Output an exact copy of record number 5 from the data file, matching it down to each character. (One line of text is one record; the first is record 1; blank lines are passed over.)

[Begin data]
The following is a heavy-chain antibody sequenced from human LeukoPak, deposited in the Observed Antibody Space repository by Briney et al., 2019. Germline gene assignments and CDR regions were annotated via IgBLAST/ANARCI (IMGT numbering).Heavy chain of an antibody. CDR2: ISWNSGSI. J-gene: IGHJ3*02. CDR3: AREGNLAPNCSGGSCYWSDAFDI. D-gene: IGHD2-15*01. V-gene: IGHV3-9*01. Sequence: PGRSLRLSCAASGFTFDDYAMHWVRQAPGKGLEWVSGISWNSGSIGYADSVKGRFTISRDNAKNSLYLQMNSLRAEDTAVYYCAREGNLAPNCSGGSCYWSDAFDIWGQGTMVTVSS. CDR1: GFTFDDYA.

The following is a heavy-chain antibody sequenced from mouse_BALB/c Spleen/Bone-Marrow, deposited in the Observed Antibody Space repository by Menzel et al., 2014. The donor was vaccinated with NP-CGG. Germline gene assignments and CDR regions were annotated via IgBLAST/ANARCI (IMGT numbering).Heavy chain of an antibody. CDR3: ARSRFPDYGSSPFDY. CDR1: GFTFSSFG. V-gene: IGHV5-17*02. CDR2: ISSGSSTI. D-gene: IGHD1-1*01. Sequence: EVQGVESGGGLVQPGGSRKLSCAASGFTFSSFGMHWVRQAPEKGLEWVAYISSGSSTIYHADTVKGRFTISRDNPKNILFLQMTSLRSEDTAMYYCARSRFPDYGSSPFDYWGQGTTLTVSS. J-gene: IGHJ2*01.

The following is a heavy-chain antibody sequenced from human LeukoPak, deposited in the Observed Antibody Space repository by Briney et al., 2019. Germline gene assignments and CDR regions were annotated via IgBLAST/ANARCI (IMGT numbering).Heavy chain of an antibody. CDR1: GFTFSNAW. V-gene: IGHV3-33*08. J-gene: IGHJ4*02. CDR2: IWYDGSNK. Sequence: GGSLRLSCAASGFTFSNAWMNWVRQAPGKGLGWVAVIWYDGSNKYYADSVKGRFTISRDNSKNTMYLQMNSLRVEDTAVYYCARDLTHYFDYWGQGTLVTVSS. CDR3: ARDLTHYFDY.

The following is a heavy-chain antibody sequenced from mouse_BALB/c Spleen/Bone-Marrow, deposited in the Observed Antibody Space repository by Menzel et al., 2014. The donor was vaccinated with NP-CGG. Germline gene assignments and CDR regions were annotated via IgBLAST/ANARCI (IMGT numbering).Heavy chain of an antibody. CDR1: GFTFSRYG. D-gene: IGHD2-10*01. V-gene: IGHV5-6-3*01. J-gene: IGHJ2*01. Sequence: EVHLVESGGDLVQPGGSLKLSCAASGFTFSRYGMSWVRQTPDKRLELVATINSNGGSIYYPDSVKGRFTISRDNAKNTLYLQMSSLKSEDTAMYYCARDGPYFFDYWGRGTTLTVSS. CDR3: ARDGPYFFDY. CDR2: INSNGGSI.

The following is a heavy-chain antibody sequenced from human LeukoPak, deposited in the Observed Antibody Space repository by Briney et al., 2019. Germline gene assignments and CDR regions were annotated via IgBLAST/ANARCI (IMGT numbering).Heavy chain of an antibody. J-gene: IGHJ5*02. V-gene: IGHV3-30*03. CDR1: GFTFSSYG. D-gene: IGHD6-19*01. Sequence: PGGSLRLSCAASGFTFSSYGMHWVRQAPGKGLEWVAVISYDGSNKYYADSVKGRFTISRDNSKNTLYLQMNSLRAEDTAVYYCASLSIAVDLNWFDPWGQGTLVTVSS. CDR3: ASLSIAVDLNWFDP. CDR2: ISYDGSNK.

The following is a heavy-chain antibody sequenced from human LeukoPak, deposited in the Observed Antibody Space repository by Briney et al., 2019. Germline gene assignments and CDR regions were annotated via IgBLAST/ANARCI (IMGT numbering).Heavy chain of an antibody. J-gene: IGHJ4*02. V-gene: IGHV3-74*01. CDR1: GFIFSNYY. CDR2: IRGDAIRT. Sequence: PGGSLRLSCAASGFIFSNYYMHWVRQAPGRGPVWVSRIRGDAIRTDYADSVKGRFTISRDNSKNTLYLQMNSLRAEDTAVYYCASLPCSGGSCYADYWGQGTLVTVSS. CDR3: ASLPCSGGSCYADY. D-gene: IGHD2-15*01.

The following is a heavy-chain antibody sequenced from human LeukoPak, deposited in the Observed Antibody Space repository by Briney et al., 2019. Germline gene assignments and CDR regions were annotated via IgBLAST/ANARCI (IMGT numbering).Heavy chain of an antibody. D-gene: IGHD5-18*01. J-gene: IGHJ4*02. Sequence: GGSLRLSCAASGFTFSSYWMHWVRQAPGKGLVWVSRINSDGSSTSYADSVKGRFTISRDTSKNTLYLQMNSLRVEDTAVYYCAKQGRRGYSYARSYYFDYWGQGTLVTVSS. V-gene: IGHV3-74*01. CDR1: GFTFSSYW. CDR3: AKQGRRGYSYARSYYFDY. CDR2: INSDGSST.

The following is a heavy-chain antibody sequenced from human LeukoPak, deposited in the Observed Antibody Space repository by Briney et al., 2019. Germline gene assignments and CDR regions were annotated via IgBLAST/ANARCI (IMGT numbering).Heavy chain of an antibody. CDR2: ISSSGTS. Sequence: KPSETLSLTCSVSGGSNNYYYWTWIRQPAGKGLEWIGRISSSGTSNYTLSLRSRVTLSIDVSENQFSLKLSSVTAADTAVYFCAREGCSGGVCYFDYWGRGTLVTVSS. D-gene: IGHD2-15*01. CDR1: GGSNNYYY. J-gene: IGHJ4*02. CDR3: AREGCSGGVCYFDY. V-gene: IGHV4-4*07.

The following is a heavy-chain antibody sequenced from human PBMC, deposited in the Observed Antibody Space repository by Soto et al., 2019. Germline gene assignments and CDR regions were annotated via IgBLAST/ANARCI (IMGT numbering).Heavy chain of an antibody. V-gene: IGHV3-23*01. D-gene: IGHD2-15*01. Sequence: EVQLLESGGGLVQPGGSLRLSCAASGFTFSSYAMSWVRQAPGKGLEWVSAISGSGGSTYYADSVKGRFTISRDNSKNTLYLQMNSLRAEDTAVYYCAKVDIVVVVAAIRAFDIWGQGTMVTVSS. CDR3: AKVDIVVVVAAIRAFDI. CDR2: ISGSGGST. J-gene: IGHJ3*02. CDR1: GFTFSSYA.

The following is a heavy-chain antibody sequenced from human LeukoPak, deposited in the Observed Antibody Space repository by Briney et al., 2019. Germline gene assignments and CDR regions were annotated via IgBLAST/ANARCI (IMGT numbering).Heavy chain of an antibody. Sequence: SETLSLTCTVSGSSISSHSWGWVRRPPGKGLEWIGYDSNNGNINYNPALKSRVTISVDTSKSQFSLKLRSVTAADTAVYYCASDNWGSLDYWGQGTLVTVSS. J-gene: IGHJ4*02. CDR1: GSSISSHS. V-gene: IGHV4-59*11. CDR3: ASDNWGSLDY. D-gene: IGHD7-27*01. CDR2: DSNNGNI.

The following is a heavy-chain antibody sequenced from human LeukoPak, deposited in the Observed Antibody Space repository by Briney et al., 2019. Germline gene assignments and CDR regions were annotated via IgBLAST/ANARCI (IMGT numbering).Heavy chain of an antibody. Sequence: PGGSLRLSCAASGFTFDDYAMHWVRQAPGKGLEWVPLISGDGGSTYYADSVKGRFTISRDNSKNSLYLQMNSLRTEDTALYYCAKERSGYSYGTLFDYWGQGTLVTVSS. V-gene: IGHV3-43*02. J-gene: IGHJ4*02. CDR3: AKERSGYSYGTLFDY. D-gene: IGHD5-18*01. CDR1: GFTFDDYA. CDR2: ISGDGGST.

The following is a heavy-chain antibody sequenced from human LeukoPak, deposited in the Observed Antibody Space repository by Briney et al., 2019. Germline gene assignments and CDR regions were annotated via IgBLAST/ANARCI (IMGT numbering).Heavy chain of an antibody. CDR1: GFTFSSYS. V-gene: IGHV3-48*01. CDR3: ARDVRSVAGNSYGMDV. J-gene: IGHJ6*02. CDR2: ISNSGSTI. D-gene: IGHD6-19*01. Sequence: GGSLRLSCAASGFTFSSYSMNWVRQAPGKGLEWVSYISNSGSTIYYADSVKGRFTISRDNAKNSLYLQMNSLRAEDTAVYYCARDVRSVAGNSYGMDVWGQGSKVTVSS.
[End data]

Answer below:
The following is a heavy-chain antibody sequenced from human LeukoPak, deposited in the Observed Antibody Space repository by Briney et al., 2019. Germline gene assignments and CDR regions were annotated via IgBLAST/ANARCI (IMGT numbering).Heavy chain of an antibody. J-gene: IGHJ5*02. V-gene: IGHV3-30*03. CDR1: GFTFSSYG. D-gene: IGHD6-19*01. Sequence: PGGSLRLSCAASGFTFSSYGMHWVRQAPGKGLEWVAVISYDGSNKYYADSVKGRFTISRDNSKNTLYLQMNSLRAEDTAVYYCASLSIAVDLNWFDPWGQGTLVTVSS. CDR3: ASLSIAVDLNWFDP. CDR2: ISYDGSNK.